An assessment of the long term financial health of the firm is an important task for outsiders like chartered accountants, creditors, borrowers, banks, financial institutions, public and shareholders considering the extension of credit and for insiders in their formulation of strategy. History abounds with examples of firms that embarked upon properly ambitious programs and subsequently discovered that their portfolio of programs could not be financed on acceptable terms. The outcome frequently was the abandonment of programs in mid stream at considerable financial and organizational cost to the company, its vendors, its employees, and/or its creditors.
A necessary first step in the evaluation of a firm's financial health is the development of a comprehensive series of questions. It is possible to calculate a multitude of ratios, but unless they relate to specific questions and concerns, their usefulness will be minimal. Furthermore, unless one starts with a clear understanding of the right questions, one's analysis will inevitably be determined by whatever information readily available.
The following represents some of the questions that seem important in assessing the future financial health of the company. The key issue is whether or not the company's goals, strategy, investment requirements and financing capabilities are in balance.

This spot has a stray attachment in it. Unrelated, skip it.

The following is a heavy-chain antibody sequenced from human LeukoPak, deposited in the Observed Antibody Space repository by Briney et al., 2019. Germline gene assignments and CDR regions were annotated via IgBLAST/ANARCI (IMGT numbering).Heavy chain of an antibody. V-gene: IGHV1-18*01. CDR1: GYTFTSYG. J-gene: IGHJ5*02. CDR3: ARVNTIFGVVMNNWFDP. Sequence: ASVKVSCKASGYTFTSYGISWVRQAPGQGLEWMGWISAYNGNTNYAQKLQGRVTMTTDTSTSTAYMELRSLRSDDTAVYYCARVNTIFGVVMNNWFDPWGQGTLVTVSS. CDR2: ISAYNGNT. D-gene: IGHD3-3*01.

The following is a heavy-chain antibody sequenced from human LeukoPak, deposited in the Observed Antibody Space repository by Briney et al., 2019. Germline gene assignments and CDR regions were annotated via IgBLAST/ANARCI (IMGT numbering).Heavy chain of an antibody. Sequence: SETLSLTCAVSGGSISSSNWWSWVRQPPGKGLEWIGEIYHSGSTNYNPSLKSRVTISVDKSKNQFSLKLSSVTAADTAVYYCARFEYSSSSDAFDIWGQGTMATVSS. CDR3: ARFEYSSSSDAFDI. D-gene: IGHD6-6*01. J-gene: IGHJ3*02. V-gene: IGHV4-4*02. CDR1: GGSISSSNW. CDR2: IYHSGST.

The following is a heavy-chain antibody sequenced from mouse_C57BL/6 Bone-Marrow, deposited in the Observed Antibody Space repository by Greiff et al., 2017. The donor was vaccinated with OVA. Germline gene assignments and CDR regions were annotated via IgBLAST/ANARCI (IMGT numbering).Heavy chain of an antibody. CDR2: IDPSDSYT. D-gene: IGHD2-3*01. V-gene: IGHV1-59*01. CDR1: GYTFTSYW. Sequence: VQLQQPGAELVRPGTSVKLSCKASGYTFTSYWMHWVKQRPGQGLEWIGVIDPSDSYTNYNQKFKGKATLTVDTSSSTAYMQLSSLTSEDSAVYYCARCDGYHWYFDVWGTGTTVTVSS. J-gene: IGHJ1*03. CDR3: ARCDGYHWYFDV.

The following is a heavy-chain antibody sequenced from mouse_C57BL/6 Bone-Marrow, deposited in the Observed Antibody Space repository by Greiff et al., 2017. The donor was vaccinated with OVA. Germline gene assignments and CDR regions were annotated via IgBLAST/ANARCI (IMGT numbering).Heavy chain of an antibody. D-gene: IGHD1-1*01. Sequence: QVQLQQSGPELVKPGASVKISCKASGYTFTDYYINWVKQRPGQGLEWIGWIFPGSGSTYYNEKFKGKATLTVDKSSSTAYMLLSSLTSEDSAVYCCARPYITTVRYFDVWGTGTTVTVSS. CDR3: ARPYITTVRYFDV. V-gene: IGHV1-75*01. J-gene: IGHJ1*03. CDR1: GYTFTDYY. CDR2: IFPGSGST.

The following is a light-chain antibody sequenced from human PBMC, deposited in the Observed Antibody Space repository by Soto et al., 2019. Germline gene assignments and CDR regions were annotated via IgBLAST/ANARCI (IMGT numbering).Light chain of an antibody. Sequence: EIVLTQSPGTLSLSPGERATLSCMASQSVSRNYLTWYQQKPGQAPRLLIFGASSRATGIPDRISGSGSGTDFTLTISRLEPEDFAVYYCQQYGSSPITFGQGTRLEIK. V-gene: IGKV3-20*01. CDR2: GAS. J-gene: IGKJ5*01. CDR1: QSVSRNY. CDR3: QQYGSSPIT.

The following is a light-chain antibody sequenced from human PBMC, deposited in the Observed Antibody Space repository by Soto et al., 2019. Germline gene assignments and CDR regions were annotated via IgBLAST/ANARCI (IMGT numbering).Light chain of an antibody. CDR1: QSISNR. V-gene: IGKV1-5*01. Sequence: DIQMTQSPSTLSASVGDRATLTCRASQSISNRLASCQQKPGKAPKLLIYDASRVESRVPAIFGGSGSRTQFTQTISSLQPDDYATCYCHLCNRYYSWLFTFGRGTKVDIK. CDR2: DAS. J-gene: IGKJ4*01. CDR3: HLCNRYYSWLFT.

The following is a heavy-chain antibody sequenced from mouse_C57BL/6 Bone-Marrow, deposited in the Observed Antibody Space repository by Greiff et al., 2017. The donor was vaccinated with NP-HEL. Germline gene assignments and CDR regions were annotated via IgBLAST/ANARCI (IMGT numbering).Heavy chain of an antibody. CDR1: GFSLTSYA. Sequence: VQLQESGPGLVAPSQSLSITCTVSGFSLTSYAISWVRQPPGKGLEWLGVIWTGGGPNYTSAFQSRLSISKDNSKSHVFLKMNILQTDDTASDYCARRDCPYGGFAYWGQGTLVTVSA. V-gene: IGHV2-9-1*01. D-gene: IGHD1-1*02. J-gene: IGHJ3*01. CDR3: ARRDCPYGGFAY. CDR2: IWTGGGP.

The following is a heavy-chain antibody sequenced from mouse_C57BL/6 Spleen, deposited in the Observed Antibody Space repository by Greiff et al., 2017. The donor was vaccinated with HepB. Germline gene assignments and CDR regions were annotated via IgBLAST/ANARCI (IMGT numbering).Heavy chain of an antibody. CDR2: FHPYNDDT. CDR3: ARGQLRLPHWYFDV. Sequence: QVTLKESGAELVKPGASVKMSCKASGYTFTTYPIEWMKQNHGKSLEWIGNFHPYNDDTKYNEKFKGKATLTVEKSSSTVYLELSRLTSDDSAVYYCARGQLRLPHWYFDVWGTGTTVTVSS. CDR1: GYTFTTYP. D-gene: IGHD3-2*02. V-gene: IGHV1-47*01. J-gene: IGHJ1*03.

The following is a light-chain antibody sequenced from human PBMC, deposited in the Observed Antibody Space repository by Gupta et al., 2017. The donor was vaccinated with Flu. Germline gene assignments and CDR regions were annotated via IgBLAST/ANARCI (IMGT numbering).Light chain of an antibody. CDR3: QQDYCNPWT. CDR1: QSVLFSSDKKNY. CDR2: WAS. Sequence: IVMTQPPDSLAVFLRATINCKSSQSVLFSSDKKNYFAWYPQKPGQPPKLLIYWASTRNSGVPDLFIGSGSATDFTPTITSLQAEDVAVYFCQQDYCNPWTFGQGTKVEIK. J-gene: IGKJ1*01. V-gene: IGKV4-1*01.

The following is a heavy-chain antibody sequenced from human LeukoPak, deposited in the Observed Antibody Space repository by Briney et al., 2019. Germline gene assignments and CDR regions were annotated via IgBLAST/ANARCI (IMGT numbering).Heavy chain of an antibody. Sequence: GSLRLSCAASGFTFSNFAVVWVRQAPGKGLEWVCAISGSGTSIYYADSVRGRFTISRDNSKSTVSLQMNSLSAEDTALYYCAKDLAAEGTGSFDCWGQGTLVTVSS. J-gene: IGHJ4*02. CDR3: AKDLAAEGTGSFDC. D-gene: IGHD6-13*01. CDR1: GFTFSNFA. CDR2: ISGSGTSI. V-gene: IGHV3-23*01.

1. Will the company need to raise additional finance over the next year/over the next three to five years to carry out strategically important programs? 2. What are the management's goals of the company? How does it plans to reach these goals? What investments must be made in working capital and in plant and equipment to support the programs? 3. Will the company be a generator of excess cash, or will it be a consumer of cash? How important is its future access to finance from outsiders? 4. Does the company have a seasonal financing need? If so how large is it and what will be the perception of suppliers of finance at the...
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